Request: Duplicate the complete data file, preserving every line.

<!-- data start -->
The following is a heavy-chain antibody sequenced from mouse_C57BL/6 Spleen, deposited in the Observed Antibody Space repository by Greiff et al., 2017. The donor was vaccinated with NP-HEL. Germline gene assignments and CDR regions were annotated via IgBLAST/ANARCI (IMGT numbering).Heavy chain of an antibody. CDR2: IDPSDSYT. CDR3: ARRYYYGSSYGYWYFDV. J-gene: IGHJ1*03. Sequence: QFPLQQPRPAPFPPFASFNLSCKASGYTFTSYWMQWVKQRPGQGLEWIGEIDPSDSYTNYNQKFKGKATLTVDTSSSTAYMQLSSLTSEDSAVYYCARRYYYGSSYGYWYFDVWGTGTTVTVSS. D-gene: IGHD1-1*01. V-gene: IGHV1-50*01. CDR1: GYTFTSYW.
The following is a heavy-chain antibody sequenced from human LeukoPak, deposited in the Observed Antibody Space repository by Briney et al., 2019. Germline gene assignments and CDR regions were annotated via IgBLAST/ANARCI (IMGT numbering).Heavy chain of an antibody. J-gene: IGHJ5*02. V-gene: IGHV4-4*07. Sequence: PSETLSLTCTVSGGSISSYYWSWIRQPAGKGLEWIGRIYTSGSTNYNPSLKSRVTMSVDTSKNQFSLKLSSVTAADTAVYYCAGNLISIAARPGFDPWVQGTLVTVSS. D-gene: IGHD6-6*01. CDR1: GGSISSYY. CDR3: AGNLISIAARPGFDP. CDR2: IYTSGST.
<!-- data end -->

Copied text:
The following is a heavy-chain antibody sequenced from mouse_C57BL/6 Spleen, deposited in the Observed Antibody Space repository by Greiff et al., 2017. The donor was vaccinated with NP-HEL. Germline gene assignments and CDR regions were annotated via IgBLAST/ANARCI (IMGT numbering).Heavy chain of an antibody. CDR2: IDPSDSYT. CDR3: ARRYYYGSSYGYWYFDV. J-gene: IGHJ1*03. Sequence: QFPLQQPRPAPFPPFASFNLSCKASGYTFTSYWMQWVKQRPGQGLEWIGEIDPSDSYTNYNQKFKGKATLTVDTSSSTAYMQLSSLTSEDSAVYYCARRYYYGSSYGYWYFDVWGTGTTVTVSS. D-gene: IGHD1-1*01. V-gene: IGHV1-50*01. CDR1: GYTFTSYW.
The following is a heavy-chain antibody sequenced from human LeukoPak, deposited in the Observed Antibody Space repository by Briney et al., 2019. Germline gene assignments and CDR regions were annotated via IgBLAST/ANARCI (IMGT numbering).Heavy chain of an antibody. J-gene: IGHJ5*02. V-gene: IGHV4-4*07. Sequence: PSETLSLTCTVSGGSISSYYWSWIRQPAGKGLEWIGRIYTSGSTNYNPSLKSRVTMSVDTSKNQFSLKLSSVTAADTAVYYCAGNLISIAARPGFDPWVQGTLVTVSS. D-gene: IGHD6-6*01. CDR1: GGSISSYY. CDR3: AGNLISIAARPGFDP. CDR2: IYTSGST.